However (and for this reason I many times reconsidered squeezing it all into one article) weight loss is complex. You might argue: Wait, you many times mentioned the equation “Calories in versus calories out.” Fair enough. Ok, let me rephrase then: Sustainable weight loss is complex. As long as you consume less calories as your body needs you will lose weight but any temporary diet even though initially successful will fail at the time you go back to “eating normal”. And no, I’m not talking about the “yo yo effect” as it is often told to be linked to the loss of muscle mass slowing down our metabolism. Rather a myth than a fact. Even for fasting over several days muscle protein is the last substrate used for energy. Its mobilization from body tissues simply takes too long and it carries little energy per unit thus other substances are prefered: After glucose and fatty acids themselves ketone bodies (converted from fatty acids) are the magical fuel your body can effectively use for energy. Or: Damn, we are bloody efficient! Anyways, assuming you are disciplined but not gonna go for the 5 days without eating straight you probably don’t care. What seems more interesting to you on a rather daily application is the looong breaks in between your meals. I can understand you must be already confused around the ever-changing recommendations regarding 3 or 5 meals per day. And I feel you, I’ve been there. Insulin levels back and forth, up and down etc… in the end science is still controversial about how many meals per day are good for you – from where we could conclude: Whatever works best for you! While 5 hours without food already get you “starving” or craving for more and junk food you may just need a snack between your meals to avoid the binge eating after being hungry.

And back to talking about protein – everyone’s favorite topic! Even if your body won’t “eat” your muscle for energy as quickly as some literature scares the sh*t out of you protein turnover is a true story: There is a certain demand of protein that needs to be covered by our daily diet which is needed for the production of enzymes and reparation of body tissues. Our bodies are under continuous reconstruction and proteins are one of the major type of building blocks.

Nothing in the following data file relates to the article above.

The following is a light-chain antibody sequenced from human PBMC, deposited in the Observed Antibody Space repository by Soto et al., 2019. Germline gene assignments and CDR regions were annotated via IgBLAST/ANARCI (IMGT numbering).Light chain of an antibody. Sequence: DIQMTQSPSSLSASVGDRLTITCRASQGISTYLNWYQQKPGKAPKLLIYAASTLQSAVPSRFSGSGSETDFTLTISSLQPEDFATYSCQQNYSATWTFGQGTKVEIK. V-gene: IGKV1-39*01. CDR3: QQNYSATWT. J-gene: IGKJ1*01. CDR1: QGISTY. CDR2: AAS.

However, in the end many studies show that not even after days of fasting people significantly decreased in muscle mass. On the downside of it, muscle mass cannot be increased either when we have a negative energy balance. – And another factor to sustainable weight loss is? Yes, muscle mass for increase of total energy demand. Again, I’m not talking about bodybuilders here who do the diet cycling and at times consume 4000 calories to bulk their muscles and have a much higher energy demand to maintain them – and believe me, for these athletes every gram of mass less hurts!

Anyways, I know there are still many question marks left that just YOU wanted to know about achieving your weight goals but I decided to leave you hungry for more (…maybe cause that was the theme of this article hehe). Don’t worry, you just got me started. What’s however the message I wanted to put across is: For some people any form of fasting may work as a part of their lifestyle but as a temporary solution aiming rapid weight loss it may just lead to the same effect as coming from any other diet. And here we actually talk yo yo effect! After diet cycling many people get back to the same lifestyle as before. Instead of just focusing on calories you may want to consider that eating on a more frequent basis throughout the day gives you a higher chance to vary your food and increase your intake of micronutrients such as vitamins and minerals as well. Overthink your diet habits and sustainably replace with healthier choices instead.